Residents of Thame, in Oxfordshire, have voted yes to their neighbourhood plan (the first of two areas to do so - the other is St James near the Centre of Exeter).
Is this a victory for neighbourhood planning? Yes, according to Don Foster MP (minister for localism): "After all Neighbourhood Planning is part of the Liberal Democrat agenda;
one of the new community rights introduced by our Government to give
people more say over their area and putting communities in charge of
setting out the homes, shops and amenities they want". Looking at the details of the Thame's plan, the surrounding debate and the referendum outcome it's hard to disagree with (most of) that assessment. Faced with unpopular plans for 775 homes all on one site, Thame Town Council have come up with a plan that uses a number of dispersed sites and that was supported in a referendum (by a 76% vote on a 40% turnout). You can gripe about the turnout (and there may be local political details of which I am completely ignorant) but taken at face value that looks like giving communities more say over the location of homes, shops and amenities.
That said, this is only a partial victory. If, as Don Foster suggest, this is about putting communities in charge or setting out the homes, shops and amenities that they want, then I think Thame Town Council might beg to differ. After all, the 775 home figure was forced on them by South Oxfordshire, they appealed against this total, lost and then had to come up with a plan to meet the total imposed on them (this is, of course, how neighbourhood plans are supposed to work). Whether the resulting housing is something they 'want' certainly seems open to interpretation.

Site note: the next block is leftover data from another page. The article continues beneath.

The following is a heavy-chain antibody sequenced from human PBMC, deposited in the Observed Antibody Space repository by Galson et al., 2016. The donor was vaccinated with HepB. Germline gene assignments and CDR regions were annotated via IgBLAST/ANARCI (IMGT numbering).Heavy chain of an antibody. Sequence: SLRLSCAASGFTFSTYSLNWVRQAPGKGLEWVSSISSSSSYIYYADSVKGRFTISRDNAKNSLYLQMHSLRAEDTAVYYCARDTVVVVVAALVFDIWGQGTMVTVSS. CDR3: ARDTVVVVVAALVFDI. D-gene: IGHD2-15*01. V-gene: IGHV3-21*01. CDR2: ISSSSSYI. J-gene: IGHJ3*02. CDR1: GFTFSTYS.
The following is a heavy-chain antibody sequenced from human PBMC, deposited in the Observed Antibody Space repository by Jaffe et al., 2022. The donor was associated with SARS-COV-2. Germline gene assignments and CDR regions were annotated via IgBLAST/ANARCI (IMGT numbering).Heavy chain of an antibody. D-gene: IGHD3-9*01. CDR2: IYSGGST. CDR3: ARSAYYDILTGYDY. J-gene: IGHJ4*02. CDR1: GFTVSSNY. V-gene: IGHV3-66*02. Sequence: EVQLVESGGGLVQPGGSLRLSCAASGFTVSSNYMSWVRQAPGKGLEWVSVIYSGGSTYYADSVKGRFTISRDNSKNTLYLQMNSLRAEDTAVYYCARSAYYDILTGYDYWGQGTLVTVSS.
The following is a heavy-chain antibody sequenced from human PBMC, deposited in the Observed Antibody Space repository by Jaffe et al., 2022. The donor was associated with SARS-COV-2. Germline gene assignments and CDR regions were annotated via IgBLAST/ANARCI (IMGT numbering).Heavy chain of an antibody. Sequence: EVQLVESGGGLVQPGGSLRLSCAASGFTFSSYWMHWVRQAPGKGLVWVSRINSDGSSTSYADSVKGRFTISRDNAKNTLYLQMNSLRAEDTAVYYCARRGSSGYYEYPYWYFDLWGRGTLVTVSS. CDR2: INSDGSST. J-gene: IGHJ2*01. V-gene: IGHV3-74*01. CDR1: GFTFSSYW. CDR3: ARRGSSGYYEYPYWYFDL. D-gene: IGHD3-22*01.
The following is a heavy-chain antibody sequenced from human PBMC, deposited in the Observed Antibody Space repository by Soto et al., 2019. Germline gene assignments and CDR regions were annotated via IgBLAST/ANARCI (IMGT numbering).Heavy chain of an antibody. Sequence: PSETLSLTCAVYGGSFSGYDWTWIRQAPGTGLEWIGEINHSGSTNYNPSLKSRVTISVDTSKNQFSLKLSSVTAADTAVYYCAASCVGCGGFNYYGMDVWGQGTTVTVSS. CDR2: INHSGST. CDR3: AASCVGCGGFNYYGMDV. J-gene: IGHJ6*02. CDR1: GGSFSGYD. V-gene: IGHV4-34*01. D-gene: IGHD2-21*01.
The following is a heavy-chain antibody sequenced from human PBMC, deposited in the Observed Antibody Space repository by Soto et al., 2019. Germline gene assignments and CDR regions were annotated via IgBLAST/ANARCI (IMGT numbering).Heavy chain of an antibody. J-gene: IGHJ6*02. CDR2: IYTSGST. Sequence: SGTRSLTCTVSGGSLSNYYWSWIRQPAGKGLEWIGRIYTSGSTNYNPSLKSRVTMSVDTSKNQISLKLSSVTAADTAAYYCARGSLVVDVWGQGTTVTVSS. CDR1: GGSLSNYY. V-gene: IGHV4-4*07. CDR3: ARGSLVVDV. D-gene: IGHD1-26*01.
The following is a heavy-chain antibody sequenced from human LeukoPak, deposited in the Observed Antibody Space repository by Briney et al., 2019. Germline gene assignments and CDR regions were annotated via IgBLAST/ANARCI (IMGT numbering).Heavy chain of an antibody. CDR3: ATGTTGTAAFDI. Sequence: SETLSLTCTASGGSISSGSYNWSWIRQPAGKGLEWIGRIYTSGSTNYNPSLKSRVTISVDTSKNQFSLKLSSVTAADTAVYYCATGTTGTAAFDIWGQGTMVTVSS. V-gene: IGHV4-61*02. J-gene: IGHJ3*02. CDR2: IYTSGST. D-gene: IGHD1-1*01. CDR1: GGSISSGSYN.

Will this do much for affordability? Don Foster implies so: "In both cases plans by local people to boost house building in their
areas were approved" (my emphasis). I don't see this - in Thame at least - where the neighbourhood plan makes zero difference to the number of houses that are planned to be built in the area between now and 2027. Will 775 new homes be enough to do much about affordability? Given Thame's population of around 11,000 this equates to about 10% population growth over a 14 year period (being generous - I've no idea what happened while all this planning was taking place). That's unlikely to do much for housing affordability in Thame or for housing affordability more generally if most neighbourhood plans (if passed) stick to the limits imposed by higher level authorities.
It's good that neighbourhood planning has ended up allowing the residents of Thame more say over where housing will go in their local community. But let's not exaggerate the benefits either to local communities in terms of building the housing they want or to housing supply in terms of increasing the total number of homes.